Ipswich, Saturdays 9:00-1:00
Ebsco Parking Lot on Estie’s Street
Opening day: July 10

Topsfield, Saturdays 7:00-12:00
207 Boston St, Topsfield Fairgrounds
Opening day: July 10

Newburyport, Sundays 9:00-1:00
The Tannery Marketplace, 50 Water Street
Opening day: May 2
Eating Our Way Through the Newburyport Farmers Market

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Rowley’s Secret Revealed

Posted: March 17th, 2009 | Author: | Filed under: American, Rowley, Seafood, Steakhouse | Tags: | No Comments »

Editor’s Note 5/1/09

We are sad to report that Sidney and Hampton didn’t make it through the recent economic upheaval and has closed it’s doors. Any outstanding gift certificates will be honored by the Sylvan Street Grill, either at the Peabody or Salibury locations.

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When friends who live in Ipswich suggested we go to dinner in Rowley Saturday night, our first thought was Rowley, huh? What’s there? The answer came back: Sidney and Hampton. We duly Googled the place, and came up with scant mention, aside from their own Web site. Curiouser and curiouser; now we felt compelled to check it out, if simply to clear up all the mystery.

While the name might sound like a law firm, it turns out that Sidney and Hampton is the newest incarnation of the old Eagle House on route 133. Acquired three years ago by Ernie Tremblay, owner of the Sylvan Street Grill restaurants, it has obviously gained a loyal following; both the bar and dining room were packed when we arrived.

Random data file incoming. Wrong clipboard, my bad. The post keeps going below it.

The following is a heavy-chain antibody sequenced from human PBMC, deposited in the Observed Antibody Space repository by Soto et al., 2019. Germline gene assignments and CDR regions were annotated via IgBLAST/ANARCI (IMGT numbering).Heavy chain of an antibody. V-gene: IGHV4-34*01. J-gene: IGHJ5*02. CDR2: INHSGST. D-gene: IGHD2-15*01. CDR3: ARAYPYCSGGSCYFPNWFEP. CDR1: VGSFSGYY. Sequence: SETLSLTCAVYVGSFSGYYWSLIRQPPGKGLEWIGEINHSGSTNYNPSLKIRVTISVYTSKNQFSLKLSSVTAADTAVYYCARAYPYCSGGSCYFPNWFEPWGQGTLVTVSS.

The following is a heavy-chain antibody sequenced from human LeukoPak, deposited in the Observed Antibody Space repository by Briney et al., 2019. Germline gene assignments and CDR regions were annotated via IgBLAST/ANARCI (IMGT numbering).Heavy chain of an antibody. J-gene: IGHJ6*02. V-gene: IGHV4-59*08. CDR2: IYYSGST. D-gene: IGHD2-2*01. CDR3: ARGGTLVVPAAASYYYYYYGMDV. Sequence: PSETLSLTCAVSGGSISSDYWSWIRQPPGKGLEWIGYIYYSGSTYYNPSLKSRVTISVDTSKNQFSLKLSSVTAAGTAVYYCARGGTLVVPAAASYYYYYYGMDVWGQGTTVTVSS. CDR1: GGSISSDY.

Our table wasn’t great (I hate sitting near the door), but we had only made our reservation that morning. Still, the rooms were much more warm and inviting than the slightly antiseptic photos on the Web site led us to expect. The exposed beams, crackling fire, and well-chosen light fixtures created a level of comfort to accompany the food, which leans toward reasonably priced upscale country dining with a few twists.

The mixed drinks looked terrific, nicely sized with a lengthy martini menu, most priced around $10. However, having cocktailed earlier, we ordered a bottle of Pinot Noir from the wine list, which was quite respectable.

The appetizers were all generous portions and arrived in good order. The oysters on the half shell ($13 for ½ doz.) hailed from Virginia this time of year and earned high marks from those who tried them for freshness and taste. The fried calamari ($10) was excellent; light, crispy, and tender. Chef Jameson Donlan, whom we met later in the evening, told us he uses graham cracker crumbs in the coating mixture. The lump crabcakes ($12) were moist and tasty with a tangy chive remoulade.